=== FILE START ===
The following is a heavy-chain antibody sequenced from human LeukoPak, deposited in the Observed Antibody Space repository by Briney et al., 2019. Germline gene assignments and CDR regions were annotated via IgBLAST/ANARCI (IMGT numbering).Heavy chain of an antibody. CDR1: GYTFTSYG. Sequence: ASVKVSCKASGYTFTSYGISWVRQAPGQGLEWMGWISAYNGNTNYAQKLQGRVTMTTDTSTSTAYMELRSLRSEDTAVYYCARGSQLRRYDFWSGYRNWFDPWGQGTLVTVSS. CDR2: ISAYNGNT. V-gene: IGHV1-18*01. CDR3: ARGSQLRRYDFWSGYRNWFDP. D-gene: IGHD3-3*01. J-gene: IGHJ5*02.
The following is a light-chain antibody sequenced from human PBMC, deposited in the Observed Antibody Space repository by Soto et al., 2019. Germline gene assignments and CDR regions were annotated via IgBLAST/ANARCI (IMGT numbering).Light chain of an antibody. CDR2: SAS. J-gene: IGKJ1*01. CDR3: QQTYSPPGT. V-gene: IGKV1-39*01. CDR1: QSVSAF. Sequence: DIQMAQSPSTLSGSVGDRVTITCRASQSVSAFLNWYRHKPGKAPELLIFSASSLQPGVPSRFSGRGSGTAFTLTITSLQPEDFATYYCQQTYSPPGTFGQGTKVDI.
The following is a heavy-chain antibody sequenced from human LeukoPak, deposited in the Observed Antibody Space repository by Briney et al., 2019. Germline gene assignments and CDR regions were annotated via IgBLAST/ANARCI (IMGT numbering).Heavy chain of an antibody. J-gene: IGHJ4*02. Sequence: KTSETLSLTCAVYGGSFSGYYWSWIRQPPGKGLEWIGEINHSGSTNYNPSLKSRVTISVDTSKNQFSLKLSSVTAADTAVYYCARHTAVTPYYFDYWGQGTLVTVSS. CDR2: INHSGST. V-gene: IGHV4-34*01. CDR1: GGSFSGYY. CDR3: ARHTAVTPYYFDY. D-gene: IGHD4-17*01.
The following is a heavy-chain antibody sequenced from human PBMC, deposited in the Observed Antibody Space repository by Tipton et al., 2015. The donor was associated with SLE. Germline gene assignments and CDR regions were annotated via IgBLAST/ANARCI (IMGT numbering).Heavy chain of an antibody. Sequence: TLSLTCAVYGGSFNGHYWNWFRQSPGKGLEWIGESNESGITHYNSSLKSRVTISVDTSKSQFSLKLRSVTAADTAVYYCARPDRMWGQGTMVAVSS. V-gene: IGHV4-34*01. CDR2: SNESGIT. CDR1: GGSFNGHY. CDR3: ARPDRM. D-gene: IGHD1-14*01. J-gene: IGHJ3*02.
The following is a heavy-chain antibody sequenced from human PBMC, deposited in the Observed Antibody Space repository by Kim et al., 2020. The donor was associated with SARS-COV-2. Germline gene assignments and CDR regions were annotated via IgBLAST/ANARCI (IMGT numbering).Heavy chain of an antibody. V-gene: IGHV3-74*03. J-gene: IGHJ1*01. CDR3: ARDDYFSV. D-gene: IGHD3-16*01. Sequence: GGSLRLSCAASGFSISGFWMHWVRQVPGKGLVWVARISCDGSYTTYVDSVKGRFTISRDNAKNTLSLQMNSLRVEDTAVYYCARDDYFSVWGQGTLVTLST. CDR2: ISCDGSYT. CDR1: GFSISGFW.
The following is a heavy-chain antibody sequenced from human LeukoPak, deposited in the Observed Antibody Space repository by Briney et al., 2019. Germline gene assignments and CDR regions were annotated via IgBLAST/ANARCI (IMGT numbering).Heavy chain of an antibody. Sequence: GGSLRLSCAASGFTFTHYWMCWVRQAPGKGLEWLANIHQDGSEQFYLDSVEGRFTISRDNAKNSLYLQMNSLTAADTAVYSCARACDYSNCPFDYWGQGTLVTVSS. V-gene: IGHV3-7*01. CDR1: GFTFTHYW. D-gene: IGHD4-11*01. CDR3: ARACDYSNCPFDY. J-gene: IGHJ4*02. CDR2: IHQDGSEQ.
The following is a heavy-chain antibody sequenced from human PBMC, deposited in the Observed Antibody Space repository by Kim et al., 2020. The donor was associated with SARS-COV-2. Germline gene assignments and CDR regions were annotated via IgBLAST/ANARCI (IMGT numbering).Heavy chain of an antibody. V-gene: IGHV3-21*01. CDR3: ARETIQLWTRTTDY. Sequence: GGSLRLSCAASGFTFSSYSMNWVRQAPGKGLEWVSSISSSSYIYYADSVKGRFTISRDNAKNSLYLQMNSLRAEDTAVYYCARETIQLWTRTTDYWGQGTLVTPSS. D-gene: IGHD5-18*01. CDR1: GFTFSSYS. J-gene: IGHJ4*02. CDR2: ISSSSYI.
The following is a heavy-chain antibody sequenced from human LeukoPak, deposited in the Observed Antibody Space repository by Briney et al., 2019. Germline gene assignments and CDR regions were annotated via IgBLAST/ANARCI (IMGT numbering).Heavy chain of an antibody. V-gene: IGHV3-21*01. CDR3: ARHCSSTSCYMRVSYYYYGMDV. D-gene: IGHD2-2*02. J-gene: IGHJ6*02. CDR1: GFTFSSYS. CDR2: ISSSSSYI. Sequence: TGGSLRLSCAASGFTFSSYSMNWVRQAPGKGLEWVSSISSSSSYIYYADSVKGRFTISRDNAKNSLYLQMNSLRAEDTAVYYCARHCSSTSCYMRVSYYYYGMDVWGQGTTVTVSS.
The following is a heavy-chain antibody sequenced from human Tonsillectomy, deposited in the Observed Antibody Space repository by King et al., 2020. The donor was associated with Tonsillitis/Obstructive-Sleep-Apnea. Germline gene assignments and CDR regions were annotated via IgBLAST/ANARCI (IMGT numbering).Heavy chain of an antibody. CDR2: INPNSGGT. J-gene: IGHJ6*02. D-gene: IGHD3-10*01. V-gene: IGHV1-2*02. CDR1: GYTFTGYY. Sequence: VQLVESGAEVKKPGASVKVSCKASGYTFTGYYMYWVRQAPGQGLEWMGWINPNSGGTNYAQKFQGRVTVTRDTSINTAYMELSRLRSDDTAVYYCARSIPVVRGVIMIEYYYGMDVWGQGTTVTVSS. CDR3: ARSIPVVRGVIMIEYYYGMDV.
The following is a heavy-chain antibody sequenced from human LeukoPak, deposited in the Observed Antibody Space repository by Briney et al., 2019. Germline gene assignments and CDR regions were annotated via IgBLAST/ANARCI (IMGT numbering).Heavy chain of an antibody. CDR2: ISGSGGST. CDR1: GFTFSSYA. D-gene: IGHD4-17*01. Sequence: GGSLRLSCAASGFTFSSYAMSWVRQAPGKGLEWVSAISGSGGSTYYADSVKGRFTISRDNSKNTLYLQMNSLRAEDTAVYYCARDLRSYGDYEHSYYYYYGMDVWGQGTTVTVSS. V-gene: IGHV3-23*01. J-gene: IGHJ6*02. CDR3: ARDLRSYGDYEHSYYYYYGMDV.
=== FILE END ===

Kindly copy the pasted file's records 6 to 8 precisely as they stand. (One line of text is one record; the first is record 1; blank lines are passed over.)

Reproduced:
The following is a heavy-chain antibody sequenced from human LeukoPak, deposited in the Observed Antibody Space repository by Briney et al., 2019. Germline gene assignments and CDR regions were annotated via IgBLAST/ANARCI (IMGT numbering).Heavy chain of an antibody. Sequence: GGSLRLSCAASGFTFTHYWMCWVRQAPGKGLEWLANIHQDGSEQFYLDSVEGRFTISRDNAKNSLYLQMNSLTAADTAVYSCARACDYSNCPFDYWGQGTLVTVSS. V-gene: IGHV3-7*01. CDR1: GFTFTHYW. D-gene: IGHD4-11*01. CDR3: ARACDYSNCPFDY. J-gene: IGHJ4*02. CDR2: IHQDGSEQ.
The following is a heavy-chain antibody sequenced from human PBMC, deposited in the Observed Antibody Space repository by Kim et al., 2020. The donor was associated with SARS-COV-2. Germline gene assignments and CDR regions were annotated via IgBLAST/ANARCI (IMGT numbering).Heavy chain of an antibody. V-gene: IGHV3-21*01. CDR3: ARETIQLWTRTTDY. Sequence: GGSLRLSCAASGFTFSSYSMNWVRQAPGKGLEWVSSISSSSYIYYADSVKGRFTISRDNAKNSLYLQMNSLRAEDTAVYYCARETIQLWTRTTDYWGQGTLVTPSS. D-gene: IGHD5-18*01. CDR1: GFTFSSYS. J-gene: IGHJ4*02. CDR2: ISSSSYI.
The following is a heavy-chain antibody sequenced from human LeukoPak, deposited in the Observed Antibody Space repository by Briney et al., 2019. Germline gene assignments and CDR regions were annotated via IgBLAST/ANARCI (IMGT numbering).Heavy chain of an antibody. V-gene: IGHV3-21*01. CDR3: ARHCSSTSCYMRVSYYYYGMDV. D-gene: IGHD2-2*02. J-gene: IGHJ6*02. CDR1: GFTFSSYS. CDR2: ISSSSSYI. Sequence: TGGSLRLSCAASGFTFSSYSMNWVRQAPGKGLEWVSSISSSSSYIYYADSVKGRFTISRDNAKNSLYLQMNSLRAEDTAVYYCARHCSSTSCYMRVSYYYYGMDVWGQGTTVTVSS.